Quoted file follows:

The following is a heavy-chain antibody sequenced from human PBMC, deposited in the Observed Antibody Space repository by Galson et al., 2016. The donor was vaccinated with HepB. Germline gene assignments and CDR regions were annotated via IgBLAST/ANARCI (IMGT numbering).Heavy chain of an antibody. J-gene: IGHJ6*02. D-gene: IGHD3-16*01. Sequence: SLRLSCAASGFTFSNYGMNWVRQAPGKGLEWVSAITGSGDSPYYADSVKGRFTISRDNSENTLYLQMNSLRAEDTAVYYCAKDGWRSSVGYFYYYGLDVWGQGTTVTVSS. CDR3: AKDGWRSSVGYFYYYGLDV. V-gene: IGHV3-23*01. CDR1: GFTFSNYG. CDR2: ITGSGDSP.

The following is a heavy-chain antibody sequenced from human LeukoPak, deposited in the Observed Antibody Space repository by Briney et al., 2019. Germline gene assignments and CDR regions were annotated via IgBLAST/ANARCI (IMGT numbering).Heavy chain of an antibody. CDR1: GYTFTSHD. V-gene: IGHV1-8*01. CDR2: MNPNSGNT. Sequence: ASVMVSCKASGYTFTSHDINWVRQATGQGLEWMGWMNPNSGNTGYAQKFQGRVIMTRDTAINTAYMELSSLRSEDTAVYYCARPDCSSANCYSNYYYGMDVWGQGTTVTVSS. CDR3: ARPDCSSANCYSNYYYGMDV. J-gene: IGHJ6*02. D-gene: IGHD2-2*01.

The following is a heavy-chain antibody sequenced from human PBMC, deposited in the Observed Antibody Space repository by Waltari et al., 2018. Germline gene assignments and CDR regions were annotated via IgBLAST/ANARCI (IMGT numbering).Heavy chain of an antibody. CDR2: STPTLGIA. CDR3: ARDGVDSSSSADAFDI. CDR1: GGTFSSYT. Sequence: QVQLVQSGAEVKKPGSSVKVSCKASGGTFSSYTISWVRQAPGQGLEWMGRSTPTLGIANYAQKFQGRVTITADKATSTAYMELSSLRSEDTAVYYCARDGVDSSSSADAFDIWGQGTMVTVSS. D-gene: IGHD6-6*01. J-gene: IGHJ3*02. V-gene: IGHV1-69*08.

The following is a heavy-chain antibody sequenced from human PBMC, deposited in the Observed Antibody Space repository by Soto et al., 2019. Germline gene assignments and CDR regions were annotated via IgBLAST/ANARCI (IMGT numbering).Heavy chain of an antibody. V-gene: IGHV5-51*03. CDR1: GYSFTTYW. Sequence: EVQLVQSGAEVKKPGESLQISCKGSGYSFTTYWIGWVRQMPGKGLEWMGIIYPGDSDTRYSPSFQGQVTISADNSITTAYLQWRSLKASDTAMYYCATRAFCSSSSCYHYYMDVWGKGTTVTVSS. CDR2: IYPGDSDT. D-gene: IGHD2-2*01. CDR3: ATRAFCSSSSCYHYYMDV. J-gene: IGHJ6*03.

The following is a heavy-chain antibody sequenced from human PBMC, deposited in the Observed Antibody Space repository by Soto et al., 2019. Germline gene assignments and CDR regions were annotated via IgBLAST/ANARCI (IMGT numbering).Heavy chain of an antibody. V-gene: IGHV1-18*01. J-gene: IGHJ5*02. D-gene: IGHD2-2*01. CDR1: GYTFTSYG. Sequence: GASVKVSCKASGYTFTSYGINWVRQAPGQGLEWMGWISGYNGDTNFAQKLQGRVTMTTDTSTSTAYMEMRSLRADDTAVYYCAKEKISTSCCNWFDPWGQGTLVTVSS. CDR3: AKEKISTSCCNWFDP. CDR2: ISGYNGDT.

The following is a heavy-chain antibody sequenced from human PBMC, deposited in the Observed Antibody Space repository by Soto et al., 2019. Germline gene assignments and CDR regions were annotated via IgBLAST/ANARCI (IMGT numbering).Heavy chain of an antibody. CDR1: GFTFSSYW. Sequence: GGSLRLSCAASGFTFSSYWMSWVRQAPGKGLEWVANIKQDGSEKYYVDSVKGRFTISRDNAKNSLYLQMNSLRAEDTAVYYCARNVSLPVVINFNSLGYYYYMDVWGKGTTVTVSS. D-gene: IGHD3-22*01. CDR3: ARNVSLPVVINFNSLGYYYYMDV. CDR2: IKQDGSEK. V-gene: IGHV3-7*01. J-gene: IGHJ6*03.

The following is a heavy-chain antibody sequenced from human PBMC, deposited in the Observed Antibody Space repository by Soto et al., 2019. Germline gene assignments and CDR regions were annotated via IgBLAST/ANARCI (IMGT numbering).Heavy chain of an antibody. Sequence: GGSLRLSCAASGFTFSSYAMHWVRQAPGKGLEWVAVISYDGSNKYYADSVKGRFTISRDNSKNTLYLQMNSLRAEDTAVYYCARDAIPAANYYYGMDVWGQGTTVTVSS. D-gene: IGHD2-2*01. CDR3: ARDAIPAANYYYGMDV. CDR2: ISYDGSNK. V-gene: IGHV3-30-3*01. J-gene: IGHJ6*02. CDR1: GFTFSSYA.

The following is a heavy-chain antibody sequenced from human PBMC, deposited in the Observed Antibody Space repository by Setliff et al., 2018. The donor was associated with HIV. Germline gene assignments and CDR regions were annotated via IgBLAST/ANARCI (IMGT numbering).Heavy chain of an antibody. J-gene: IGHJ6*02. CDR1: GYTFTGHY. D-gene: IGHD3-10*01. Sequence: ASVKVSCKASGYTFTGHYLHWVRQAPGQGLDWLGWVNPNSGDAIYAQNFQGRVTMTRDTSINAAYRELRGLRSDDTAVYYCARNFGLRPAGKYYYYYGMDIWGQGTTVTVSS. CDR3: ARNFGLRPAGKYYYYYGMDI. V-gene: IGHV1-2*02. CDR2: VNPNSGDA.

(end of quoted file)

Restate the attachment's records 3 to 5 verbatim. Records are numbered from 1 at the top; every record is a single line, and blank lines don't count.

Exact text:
The following is a heavy-chain antibody sequenced from human PBMC, deposited in the Observed Antibody Space repository by Waltari et al., 2018. Germline gene assignments and CDR regions were annotated via IgBLAST/ANARCI (IMGT numbering).Heavy chain of an antibody. CDR2: STPTLGIA. CDR3: ARDGVDSSSSADAFDI. CDR1: GGTFSSYT. Sequence: QVQLVQSGAEVKKPGSSVKVSCKASGGTFSSYTISWVRQAPGQGLEWMGRSTPTLGIANYAQKFQGRVTITADKATSTAYMELSSLRSEDTAVYYCARDGVDSSSSADAFDIWGQGTMVTVSS. D-gene: IGHD6-6*01. J-gene: IGHJ3*02. V-gene: IGHV1-69*08.

The following is a heavy-chain antibody sequenced from human PBMC, deposited in the Observed Antibody Space repository by Soto et al., 2019. Germline gene assignments and CDR regions were annotated via IgBLAST/ANARCI (IMGT numbering).Heavy chain of an antibody. V-gene: IGHV5-51*03. CDR1: GYSFTTYW. Sequence: EVQLVQSGAEVKKPGESLQISCKGSGYSFTTYWIGWVRQMPGKGLEWMGIIYPGDSDTRYSPSFQGQVTISADNSITTAYLQWRSLKASDTAMYYCATRAFCSSSSCYHYYMDVWGKGTTVTVSS. CDR2: IYPGDSDT. D-gene: IGHD2-2*01. CDR3: ATRAFCSSSSCYHYYMDV. J-gene: IGHJ6*03.

The following is a heavy-chain antibody sequenced from human PBMC, deposited in the Observed Antibody Space repository by Soto et al., 2019. Germline gene assignments and CDR regions were annotated via IgBLAST/ANARCI (IMGT numbering).Heavy chain of an antibody. V-gene: IGHV1-18*01. J-gene: IGHJ5*02. D-gene: IGHD2-2*01. CDR1: GYTFTSYG. Sequence: GASVKVSCKASGYTFTSYGINWVRQAPGQGLEWMGWISGYNGDTNFAQKLQGRVTMTTDTSTSTAYMEMRSLRADDTAVYYCAKEKISTSCCNWFDPWGQGTLVTVSS. CDR3: AKEKISTSCCNWFDP. CDR2: ISGYNGDT.